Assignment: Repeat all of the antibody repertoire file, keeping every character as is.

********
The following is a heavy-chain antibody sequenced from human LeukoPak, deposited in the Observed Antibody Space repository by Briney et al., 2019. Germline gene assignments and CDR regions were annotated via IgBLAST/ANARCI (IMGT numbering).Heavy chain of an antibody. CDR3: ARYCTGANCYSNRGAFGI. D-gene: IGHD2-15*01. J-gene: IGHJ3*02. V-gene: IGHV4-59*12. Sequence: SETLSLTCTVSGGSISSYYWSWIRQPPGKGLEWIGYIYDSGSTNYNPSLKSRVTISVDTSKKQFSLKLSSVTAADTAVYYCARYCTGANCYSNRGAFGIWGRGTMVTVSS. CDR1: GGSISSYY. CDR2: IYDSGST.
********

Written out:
The following is a heavy-chain antibody sequenced from human LeukoPak, deposited in the Observed Antibody Space repository by Briney et al., 2019. Germline gene assignments and CDR regions were annotated via IgBLAST/ANARCI (IMGT numbering).Heavy chain of an antibody. CDR3: ARYCTGANCYSNRGAFGI. D-gene: IGHD2-15*01. J-gene: IGHJ3*02. V-gene: IGHV4-59*12. Sequence: SETLSLTCTVSGGSISSYYWSWIRQPPGKGLEWIGYIYDSGSTNYNPSLKSRVTISVDTSKKQFSLKLSSVTAADTAVYYCARYCTGANCYSNRGAFGIWGRGTMVTVSS. CDR1: GGSISSYY. CDR2: IYDSGST.